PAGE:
Global emissions are set for unprecedented fall this year as a direct result of the coronavirus pandemic, according to a report in Bloomberg Green.
As less oil, gas and electricity is consumed due to the slowdown in industrial activity across the globe, and renewables take up a larger share of the energy market, global emissions will fall by 8% (2.6 billion metric tons) in 2020 – the largest fall in history.
“The energy industry that emerges from this crisis will be significantly different from the one that came before,” Fatih Birol, the International Energy Agency’s (IEA) executive director, said in a statement released from the organisation’s headquarters in Paris on Thursday.
Even though overall energy demand has decreased by as much as 6% this year, renewables in many countries get first priority to feed electricity into the grid.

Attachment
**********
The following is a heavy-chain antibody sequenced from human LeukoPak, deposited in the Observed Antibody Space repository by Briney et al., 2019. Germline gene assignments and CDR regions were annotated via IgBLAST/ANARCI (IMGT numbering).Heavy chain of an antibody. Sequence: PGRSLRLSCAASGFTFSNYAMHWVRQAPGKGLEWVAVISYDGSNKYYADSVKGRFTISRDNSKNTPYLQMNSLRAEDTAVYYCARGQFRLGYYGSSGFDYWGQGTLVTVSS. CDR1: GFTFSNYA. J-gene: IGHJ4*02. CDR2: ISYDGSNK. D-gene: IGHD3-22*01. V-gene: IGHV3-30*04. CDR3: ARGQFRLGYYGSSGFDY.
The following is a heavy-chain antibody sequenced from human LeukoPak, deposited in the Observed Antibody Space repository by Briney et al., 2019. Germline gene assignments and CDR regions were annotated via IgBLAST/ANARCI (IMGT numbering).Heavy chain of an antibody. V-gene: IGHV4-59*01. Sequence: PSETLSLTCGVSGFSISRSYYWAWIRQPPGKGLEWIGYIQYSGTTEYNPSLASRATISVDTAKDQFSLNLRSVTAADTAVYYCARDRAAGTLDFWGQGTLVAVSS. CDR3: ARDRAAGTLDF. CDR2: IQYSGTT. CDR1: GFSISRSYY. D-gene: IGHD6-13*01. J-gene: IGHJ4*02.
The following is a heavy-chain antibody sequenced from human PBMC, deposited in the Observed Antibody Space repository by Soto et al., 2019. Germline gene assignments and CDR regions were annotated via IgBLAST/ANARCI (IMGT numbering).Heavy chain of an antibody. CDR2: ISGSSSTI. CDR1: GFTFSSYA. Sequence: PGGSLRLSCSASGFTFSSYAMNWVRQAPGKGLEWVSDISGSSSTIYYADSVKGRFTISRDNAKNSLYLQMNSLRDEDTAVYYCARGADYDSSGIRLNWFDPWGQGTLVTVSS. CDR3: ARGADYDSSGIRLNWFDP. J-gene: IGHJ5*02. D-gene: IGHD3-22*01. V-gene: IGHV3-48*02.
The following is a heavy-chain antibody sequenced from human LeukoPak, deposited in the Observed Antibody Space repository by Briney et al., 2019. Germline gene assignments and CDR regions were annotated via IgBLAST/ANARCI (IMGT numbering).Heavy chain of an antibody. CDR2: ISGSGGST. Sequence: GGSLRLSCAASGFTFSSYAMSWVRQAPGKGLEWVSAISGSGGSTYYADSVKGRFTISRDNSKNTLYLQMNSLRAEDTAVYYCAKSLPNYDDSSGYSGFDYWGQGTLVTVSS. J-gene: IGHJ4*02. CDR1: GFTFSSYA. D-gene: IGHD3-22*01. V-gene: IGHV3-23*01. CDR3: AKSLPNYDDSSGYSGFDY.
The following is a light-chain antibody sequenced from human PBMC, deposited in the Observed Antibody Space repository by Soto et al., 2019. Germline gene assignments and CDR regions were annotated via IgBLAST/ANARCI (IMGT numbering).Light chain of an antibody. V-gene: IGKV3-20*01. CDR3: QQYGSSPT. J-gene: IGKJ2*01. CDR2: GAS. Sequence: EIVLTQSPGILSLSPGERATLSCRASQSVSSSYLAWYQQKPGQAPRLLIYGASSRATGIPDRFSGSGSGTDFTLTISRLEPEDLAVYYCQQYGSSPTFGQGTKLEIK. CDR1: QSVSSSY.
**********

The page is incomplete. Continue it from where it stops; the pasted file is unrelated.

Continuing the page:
While fossil-fuel generators shut down to prevent a system overload, there is nothing to stop solar, wind and hydro power producers selling all their output.
Unseasonably warm, yet windy, weather throughout April has also been favourable for solar and wind farm owners and the dominance of green energy in the overall market is only set to continue with low-carbon sources set to be responsible for 40% of global electricity generation.
It’s not all a breeze for renewables
Renewables are still facing challenges of their own, however. In the wake of Covid-19, renewable energy has been rocked by global supply chain disruption and heightened part costs.
Around 11% of the world’s wind turbines were shut this week because of the virus, according to Bloomberg, while work on constructing new wind farms has been delayed by restrictions on the movement of workers and regulatory processes.
With the big oil players all having significantly invested in renewable energy, an article in Power Technology says they are expected to respond to the record slump in oil prices by cost-cutting and shifting focus away from their clean energy commitments in the short term.
All things considered, this could lead to a slowdown in new renewable energy projects coming online this year.
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